Republicans Shut Down Gun Safety Legislative Session

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“Moms demand action” drew red-shirted supporters from Lovettsville and across the Commonwealth to convene in Richmond for a special session ordered by Governor Ralph Northam to pass gun safety legislation.

They came in buses and cars on July 9, 2019, the day scheduled for the General Assembly to take action.

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Richmond City Council approved an ordinance days before the special session that would ban weapons on city property and parks.

The proposed ordinance was in response to the mass shooting in Virginia Beach which took place in a city building, as well as the fatal shooting of 9-year old Markiya Dickson, who died after someone opened fire in Carter Jones Park in May 2019.

New Richmond Police Chief William Smith spoke in favor of the ordinance.

Smith said it would not completely stop gun violence in city parks, but the chief said when a deadly tool is not available on city property, cooler heads are allowed to prevail in disagreements.

Before the Session convened, Republican Delegate David Larock from Loudoun County signed on as the only House Patron to Senate Bill 4016 which would prohibit localities, including Richmond, from making any laws barring employees from bringing concealed guns to work if they have a concealed carry permit.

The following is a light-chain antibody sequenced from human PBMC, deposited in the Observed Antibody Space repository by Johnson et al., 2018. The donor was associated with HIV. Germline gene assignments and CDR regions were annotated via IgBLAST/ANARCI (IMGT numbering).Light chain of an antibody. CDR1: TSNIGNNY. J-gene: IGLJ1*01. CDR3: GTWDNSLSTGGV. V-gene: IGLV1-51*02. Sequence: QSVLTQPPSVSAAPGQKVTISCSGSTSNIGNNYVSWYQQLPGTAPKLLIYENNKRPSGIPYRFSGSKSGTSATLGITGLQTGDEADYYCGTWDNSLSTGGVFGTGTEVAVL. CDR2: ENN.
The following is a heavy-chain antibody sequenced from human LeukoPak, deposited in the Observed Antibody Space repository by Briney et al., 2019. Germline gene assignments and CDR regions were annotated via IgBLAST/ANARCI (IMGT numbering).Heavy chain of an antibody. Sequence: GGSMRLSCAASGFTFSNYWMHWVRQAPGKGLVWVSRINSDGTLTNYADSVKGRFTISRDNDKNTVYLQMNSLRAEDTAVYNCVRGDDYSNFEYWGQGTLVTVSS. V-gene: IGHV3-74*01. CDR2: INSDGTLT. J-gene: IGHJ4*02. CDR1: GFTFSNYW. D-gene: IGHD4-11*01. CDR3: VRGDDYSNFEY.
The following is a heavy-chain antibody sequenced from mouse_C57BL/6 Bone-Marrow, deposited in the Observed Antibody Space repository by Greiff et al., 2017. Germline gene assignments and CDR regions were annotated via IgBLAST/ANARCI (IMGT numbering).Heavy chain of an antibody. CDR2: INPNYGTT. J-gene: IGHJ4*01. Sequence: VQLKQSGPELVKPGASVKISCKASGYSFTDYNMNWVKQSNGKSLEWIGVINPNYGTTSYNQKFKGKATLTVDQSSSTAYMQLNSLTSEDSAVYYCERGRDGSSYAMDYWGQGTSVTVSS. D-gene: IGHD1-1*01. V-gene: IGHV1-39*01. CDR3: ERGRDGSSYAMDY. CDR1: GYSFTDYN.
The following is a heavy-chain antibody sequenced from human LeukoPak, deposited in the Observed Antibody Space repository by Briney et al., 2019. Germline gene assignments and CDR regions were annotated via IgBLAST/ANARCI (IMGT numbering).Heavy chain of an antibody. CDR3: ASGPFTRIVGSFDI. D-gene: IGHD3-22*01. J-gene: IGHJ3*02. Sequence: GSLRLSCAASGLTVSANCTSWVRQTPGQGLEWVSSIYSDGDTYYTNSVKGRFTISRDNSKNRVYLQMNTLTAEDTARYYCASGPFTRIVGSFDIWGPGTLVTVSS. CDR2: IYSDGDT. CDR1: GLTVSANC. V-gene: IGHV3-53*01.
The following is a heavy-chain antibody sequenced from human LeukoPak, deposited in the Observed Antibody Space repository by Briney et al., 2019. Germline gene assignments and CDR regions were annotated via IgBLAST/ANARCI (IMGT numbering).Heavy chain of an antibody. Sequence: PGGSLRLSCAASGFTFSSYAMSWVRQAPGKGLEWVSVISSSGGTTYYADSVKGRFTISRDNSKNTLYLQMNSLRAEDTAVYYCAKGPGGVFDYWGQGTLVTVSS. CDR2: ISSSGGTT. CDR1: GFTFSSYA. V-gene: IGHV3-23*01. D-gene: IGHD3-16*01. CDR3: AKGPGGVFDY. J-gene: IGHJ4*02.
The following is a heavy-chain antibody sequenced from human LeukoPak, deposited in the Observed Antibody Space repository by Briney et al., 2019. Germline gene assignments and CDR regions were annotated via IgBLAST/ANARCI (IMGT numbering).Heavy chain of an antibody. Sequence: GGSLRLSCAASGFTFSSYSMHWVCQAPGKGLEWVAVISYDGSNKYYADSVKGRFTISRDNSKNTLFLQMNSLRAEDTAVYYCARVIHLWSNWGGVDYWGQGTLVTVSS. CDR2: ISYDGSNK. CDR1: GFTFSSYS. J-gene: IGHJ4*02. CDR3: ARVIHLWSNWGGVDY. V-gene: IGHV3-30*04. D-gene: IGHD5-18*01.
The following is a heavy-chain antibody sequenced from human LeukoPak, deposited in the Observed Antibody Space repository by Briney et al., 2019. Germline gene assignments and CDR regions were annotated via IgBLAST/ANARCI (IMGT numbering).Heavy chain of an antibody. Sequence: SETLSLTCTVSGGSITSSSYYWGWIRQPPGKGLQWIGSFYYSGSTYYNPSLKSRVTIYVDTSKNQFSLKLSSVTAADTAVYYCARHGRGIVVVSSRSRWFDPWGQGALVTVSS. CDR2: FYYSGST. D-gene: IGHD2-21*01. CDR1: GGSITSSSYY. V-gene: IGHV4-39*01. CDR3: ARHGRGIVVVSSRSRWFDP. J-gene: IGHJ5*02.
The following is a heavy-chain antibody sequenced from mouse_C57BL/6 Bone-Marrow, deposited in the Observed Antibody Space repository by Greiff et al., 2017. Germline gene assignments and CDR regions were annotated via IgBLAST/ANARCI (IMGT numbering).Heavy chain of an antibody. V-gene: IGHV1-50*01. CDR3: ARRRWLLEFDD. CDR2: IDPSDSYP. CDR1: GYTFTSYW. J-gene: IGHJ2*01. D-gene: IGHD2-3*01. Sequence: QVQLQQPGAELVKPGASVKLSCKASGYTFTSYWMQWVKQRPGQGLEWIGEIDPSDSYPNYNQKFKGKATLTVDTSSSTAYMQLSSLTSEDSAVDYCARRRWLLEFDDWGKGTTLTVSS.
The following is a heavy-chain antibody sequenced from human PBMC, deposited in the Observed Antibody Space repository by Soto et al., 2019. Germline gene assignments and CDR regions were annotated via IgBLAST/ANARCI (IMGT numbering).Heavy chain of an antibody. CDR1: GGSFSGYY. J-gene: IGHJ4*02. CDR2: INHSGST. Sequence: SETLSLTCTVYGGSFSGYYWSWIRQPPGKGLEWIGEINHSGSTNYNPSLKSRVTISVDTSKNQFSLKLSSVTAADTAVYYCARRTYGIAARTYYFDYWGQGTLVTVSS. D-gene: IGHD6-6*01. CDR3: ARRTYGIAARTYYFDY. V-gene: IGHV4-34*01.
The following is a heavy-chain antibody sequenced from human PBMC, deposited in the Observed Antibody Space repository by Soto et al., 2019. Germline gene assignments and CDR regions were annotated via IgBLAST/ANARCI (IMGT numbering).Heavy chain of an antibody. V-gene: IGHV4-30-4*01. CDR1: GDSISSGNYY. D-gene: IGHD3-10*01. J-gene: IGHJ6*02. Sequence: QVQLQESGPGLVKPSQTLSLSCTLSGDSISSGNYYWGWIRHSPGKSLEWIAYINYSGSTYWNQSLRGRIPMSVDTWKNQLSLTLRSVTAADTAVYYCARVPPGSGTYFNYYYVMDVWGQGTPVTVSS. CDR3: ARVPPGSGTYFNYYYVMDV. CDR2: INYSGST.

David LaRock reportedly said he believes that gun free zones are “ridiculous.”

The Gun-Free School Zones Act (GFSZA) is an act of the U.S. Congress prohibiting any unauthorized individual from knowingly possessing a loaded or unsecured firearm at a place that the individual knows, or has reasonable cause to believe, is a school zone as defined by 18 U.S.C. § 921(a)(25).

LaRock thinks it’s “ridiculous” to bar guns from schools.

When the Moms arrived in Richmond they were confronted with an array of pro-gun protesters, carrying guns on their hips, long guns on their backs, wearing military cargo pants and camouflage, tactical vests, armored vests, and mirrored aviator shades.

The NRA had taken up office in the conference room of the Republican House Speaker Kirk Cox.

It wasn’t long before the Moms learned that the Republicans with the narrow edge they held in both chambers of the General Assembly voted to close down the special session.

State Senator Dick Black said voting on the gun control legislation would have been “disastrous,” because, he reportedly said, “We don’t have the votes to stop this wave of bills …”

The Moms left Richmond on the busses that brought them and one said, “What we realized is that these guys don’t want to do their jobs.  So fine.  No more jobs for them.”

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